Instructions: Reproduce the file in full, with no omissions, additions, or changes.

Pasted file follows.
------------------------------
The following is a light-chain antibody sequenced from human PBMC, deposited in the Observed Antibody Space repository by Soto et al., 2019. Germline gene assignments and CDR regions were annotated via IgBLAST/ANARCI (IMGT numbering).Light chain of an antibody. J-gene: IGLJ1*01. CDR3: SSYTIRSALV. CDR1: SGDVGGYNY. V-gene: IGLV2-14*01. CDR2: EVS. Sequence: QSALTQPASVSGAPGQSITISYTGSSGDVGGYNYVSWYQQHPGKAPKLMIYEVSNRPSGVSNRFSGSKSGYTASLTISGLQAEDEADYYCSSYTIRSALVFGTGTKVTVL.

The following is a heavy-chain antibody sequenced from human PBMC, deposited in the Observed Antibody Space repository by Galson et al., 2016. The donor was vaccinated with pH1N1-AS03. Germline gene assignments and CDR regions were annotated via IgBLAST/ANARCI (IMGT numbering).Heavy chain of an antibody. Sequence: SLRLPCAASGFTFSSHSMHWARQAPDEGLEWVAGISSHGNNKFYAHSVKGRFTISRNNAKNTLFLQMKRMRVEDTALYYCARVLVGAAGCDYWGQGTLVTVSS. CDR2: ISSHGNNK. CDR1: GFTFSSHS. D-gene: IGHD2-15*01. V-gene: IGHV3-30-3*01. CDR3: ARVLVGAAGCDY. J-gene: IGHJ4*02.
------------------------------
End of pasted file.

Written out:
The following is a light-chain antibody sequenced from human PBMC, deposited in the Observed Antibody Space repository by Soto et al., 2019. Germline gene assignments and CDR regions were annotated via IgBLAST/ANARCI (IMGT numbering).Light chain of an antibody. J-gene: IGLJ1*01. CDR3: SSYTIRSALV. CDR1: SGDVGGYNY. V-gene: IGLV2-14*01. CDR2: EVS. Sequence: QSALTQPASVSGAPGQSITISYTGSSGDVGGYNYVSWYQQHPGKAPKLMIYEVSNRPSGVSNRFSGSKSGYTASLTISGLQAEDEADYYCSSYTIRSALVFGTGTKVTVL.

The following is a heavy-chain antibody sequenced from human PBMC, deposited in the Observed Antibody Space repository by Galson et al., 2016. The donor was vaccinated with pH1N1-AS03. Germline gene assignments and CDR regions were annotated via IgBLAST/ANARCI (IMGT numbering).Heavy chain of an antibody. Sequence: SLRLPCAASGFTFSSHSMHWARQAPDEGLEWVAGISSHGNNKFYAHSVKGRFTISRNNAKNTLFLQMKRMRVEDTALYYCARVLVGAAGCDYWGQGTLVTVSS. CDR2: ISSHGNNK. CDR1: GFTFSSHS. D-gene: IGHD2-15*01. V-gene: IGHV3-30-3*01. CDR3: ARVLVGAAGCDY. J-gene: IGHJ4*02.